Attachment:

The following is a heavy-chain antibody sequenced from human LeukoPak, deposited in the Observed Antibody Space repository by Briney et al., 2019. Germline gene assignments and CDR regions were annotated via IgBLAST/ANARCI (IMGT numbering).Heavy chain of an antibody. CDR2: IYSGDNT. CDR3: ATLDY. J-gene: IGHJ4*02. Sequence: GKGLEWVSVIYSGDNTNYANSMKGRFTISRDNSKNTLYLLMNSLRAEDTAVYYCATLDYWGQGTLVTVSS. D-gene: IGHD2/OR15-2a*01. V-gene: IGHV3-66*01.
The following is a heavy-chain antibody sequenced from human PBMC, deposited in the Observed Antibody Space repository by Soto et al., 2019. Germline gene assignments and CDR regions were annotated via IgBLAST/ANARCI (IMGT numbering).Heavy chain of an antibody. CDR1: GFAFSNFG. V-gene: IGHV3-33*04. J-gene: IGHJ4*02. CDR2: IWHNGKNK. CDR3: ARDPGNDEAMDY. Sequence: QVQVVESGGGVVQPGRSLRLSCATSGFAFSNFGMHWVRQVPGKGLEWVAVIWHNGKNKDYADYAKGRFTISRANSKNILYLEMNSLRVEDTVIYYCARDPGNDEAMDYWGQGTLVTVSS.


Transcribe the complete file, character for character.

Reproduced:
The following is a heavy-chain antibody sequenced from human LeukoPak, deposited in the Observed Antibody Space repository by Briney et al., 2019. Germline gene assignments and CDR regions were annotated via IgBLAST/ANARCI (IMGT numbering).Heavy chain of an antibody. CDR2: IYSGDNT. CDR3: ATLDY. J-gene: IGHJ4*02. Sequence: GKGLEWVSVIYSGDNTNYANSMKGRFTISRDNSKNTLYLLMNSLRAEDTAVYYCATLDYWGQGTLVTVSS. D-gene: IGHD2/OR15-2a*01. V-gene: IGHV3-66*01.
The following is a heavy-chain antibody sequenced from human PBMC, deposited in the Observed Antibody Space repository by Soto et al., 2019. Germline gene assignments and CDR regions were annotated via IgBLAST/ANARCI (IMGT numbering).Heavy chain of an antibody. CDR1: GFAFSNFG. V-gene: IGHV3-33*04. J-gene: IGHJ4*02. CDR2: IWHNGKNK. CDR3: ARDPGNDEAMDY. Sequence: QVQVVESGGGVVQPGRSLRLSCATSGFAFSNFGMHWVRQVPGKGLEWVAVIWHNGKNKDYADYAKGRFTISRANSKNILYLEMNSLRVEDTVIYYCARDPGNDEAMDYWGQGTLVTVSS.